Home » news » 2012 » spring » Innovation Rewarded with McDowell Award

Innovation Rewarded with McDowell Award

Dr. Barbara Brown Wilson and Matthew Fajkus, two Architecture professors, received the Cale McDowell Award for Innovation for their collaboration in creating the Signature Course “Skyscrapers and Polar Bears: Perspectives on Sustainable Design.” In the UGS 303 class, students are immersed in the past, present, and future of sustainable design with weekly guest lecturers, field trips, and research on local historical examples of sustainable design. The course focuses on the connection between design and behavior, on the scale of cities and regions down to the scale of a single room. (See the syllabus for more.) In the words of a student:

This course was radically different than any other course I’ve take at UT, and was one of those life-changing courses. Exposure to these subjects actually inspired me to change my major to geography with a focus in sustainability and now I am exploring a new found passion.

In the words of Dean Woodruff, “These two professors have invented exactly the sort of course we hoped to see when we designed the Signature Course program years ago.”

Professor Barbara Brown Wilson

Barbara Brown Wilson is currently an Assistant Professor of Community and Regional Planning and Sustainable Development in the School of Architecture at UT Austin. She is also the Director of the School’s Center for Sustainable Development. Brown Wilson holds a PhD in Community and Regional Planning and a masters in architectural history, and this urban historical perspective informs both her teaching and her research. Her current research includes an action-oriented research project extending the work of the Alley Flat Initiative to develop integrated codes for green, affordable infill development in Austin with Dr. Steven Moore, conducting project evaluation for the Texas Gulf Coast Recovery Rapid Housing Pilot Project, and working with the SEED Network to build an inclusive platform for socially-oriented green building assessment systems. (read more)

Professor Matthew Fajkus

Professor Fajkus, a Fellow of the Center for Sustainable Development, is director of the University of Texas School of Architecture’s state-of-the-art Thermal Lab, an interdisciplinary design tool that tests the thermal and light properties of full-scale facade mock-ups as part of a larger body of building envelope research. He is a co-principal investigator and has received grant funding for the Smart Building Initiative, an innovative program designed to perform energy analysis and maintain a direct user interface in Sutton Hall on the UT campus. In a collaborative effort with Associate Professor Ulrich Dangel, Assistant Professor Tamie Glass, as well as Associate Professor Atila Novoselac, Fajkus helped design the Pike Powers Home Research Lab, or “Living Lab,” constructed in Austin’s Mueller Development as part of the Pecan Street clean energy smart grid demonstration project.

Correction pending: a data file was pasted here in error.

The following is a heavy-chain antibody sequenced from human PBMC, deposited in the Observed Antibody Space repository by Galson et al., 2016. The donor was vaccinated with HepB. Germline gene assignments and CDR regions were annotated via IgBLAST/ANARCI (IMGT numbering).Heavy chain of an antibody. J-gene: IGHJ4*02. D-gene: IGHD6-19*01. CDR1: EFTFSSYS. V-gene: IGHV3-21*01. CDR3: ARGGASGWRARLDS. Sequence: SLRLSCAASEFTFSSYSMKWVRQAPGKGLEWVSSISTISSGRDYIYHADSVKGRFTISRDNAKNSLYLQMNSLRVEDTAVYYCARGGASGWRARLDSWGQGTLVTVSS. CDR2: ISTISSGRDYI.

Fajkus is a licensed architect in Texas, a member of the American Institute of Architects, a LEED Accredited Professional, and is the principal architect of Matt Fajkus Architecture, LLC, founded in 2010. The firm, informally known as MF Architecture, was selected as one of the top three emerging Austin architecture firms by the Austin Museum of Art, was awarded a Texas Society of ArchitectsStudio Award in 2011, and also received the Second Place Award (of 289 professional entries) in the Habitat for Humanity 20×20 Sustainable Prefab House International Design Competition in 2010. (read more)

Signature Courses

Every UT Austin students takes a UGS 302 or 303 class in his or her first year at the university. The courses serve as an introduction to the academic community, a way to explore new interests and broaden horizons. The Signature Course is an opportunity to engage in college-level thinking and learning. Every year, faculty design a variety of courses by matching student interests with faculty expertise from every college and school at the university. The result is a common intellectual experience for all first-year students.